Even though glioblastoma multiforme, or GBM, is the most common malignant brain tumor, it’s also very rare: Just two or three cases occur per 100,000 people in North America.
Yet at least two of those patients are in Columbia County: Ray Lilly, 46, co-owner of Hardwood Floors and More in Evans; and Deborah Marshall, 48, executive director of the Columbia County Board of Elections.
A reception and silent auction for Lilly, who had surgery for a GBM in January, is being held Wednesday at Savannah Rapids Pavilion. And coworkers of Marshall, who is being treated at the Medical College of Georgia Hospital, are holding a fundraiser cookout Friday behind the Evans library.
Dr. Cargill Alleyne, professor and chairman of the Department of Neurosurgery at Georgia Health Sciences University, explained the challenges of patients diagnosed with a GBM.
Its name – glioblastoma multiforme – refers to the tumor originating in the glial cells that make up the majority of the tissue of the brain, Alleyne said, and the “multiforme” designation means those cancerous cells take many different shapes and forms.
“It’s very rare in the very, very young,” Alleyne said. “It tends to occur in ages 50 and onward, although it can literally occur in anyone, including kids. It’s not that common, overall; it’s about two or three cases per 100,000 in North America, but it does happen to be the most common type of (brain) tumor that we encounter as neurosurgeons and neurologists.”
Unfortunately for patients, the GBM is difficult, and sometimes impossible, to treat.
“The prognosis is pretty bad,” Alleyne said. “By the time a patient has been diagnosed with a GBM, the median survival is only about a year, 12 to 14 months.”
The reason, Alleyne said, is that by the time a patient shows symptoms, or the GBM shows up on an MRI, “the tumor has literally spread outside the confines of any observable tumor... By the time you get an MRI scan and you see an area of tumor lighting up with contrast, the tumor cells have long spread beyond that border.”
That means surgery alone can’t cure a GBM, he said – though that hasn’t always stopped surgeons from trying.
“Back in the old days, when this was discovered, people would actually try to aggressively remove brain tissue, in fact to the point of removing almost half of one side of the brain,” Alleyne said. “They quickly realized that by the time it was discovered, there are sometimes tumors cells on the opposite side. So regardless of how aggressive you are with surgery, the tumor would still come back and end up killing the patient.”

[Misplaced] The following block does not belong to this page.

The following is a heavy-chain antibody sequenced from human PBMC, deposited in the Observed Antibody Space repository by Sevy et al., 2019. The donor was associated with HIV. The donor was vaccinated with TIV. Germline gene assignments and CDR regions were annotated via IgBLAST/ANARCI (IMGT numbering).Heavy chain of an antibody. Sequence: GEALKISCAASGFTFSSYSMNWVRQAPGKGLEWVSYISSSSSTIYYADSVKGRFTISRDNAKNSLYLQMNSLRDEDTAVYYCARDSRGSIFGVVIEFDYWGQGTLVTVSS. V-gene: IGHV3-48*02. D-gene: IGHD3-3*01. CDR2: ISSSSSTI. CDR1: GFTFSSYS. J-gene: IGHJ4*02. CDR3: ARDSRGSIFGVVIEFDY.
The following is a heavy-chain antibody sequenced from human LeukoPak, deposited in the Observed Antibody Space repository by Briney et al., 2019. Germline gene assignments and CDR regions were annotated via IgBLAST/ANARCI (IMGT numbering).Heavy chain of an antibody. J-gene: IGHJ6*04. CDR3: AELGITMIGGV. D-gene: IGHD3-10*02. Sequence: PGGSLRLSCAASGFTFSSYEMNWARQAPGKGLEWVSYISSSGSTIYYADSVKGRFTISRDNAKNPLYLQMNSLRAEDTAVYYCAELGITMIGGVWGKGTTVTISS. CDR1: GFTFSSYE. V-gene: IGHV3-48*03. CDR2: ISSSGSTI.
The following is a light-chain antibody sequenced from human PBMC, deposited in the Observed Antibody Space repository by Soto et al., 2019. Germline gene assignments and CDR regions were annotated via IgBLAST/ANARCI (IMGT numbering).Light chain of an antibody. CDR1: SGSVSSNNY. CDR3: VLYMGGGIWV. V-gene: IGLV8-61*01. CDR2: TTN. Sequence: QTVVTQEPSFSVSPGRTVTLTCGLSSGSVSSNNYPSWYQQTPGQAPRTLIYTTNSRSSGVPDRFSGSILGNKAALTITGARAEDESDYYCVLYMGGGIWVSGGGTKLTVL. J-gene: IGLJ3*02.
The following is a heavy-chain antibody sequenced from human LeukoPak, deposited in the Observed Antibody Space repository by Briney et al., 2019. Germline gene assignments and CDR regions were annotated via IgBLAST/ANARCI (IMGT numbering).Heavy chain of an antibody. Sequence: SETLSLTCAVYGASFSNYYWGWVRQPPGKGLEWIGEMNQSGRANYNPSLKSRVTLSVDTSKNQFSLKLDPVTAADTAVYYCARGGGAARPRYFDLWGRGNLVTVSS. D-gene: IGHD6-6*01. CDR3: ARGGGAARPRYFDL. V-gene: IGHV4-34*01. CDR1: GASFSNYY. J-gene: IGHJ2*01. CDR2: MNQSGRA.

Modern treatment options typically involve surgically removing as much of the tumor as possible, followed by whole-brain radiation treatment and chemotherapy, Alleyne said.
Marshall, who underwent surgery at MCG on April 9, is undergoing conventional treatment, family members said, while Lilly, whose surgery took place Jan. 19 at MCG, also is being treated in a study program at Duke University, Suzanne Lilly said.
“It’s not the greatest prognosis he has,” Lilly said. “So we’re doing a study through Duke... It’s probably one of the most aggressive treatments that’s ever been done on this. And we’re doing fabulous with it.”
The fundraisers for the Lillys will go 100 percent toward treatments that aren’t paid by insurance, she said. The Marshall fundraiser Friday, and donations to an account in the Marshall family name at Georgia Bank and Trust, helps pay expenses for family members while Marshall is hospitalized indefinitely, said Board of Elections Registration Coordinator Nancy Gay, an organizer of Friday’s cookout.
Meanwhile, for patients battling a GBM, the outlook for recovery often is bleak – but not unheard-of, Alleyne said.
“There are reports of long-time survivors,” he said. “In fact, one of my patients is now five years out from a GBM.”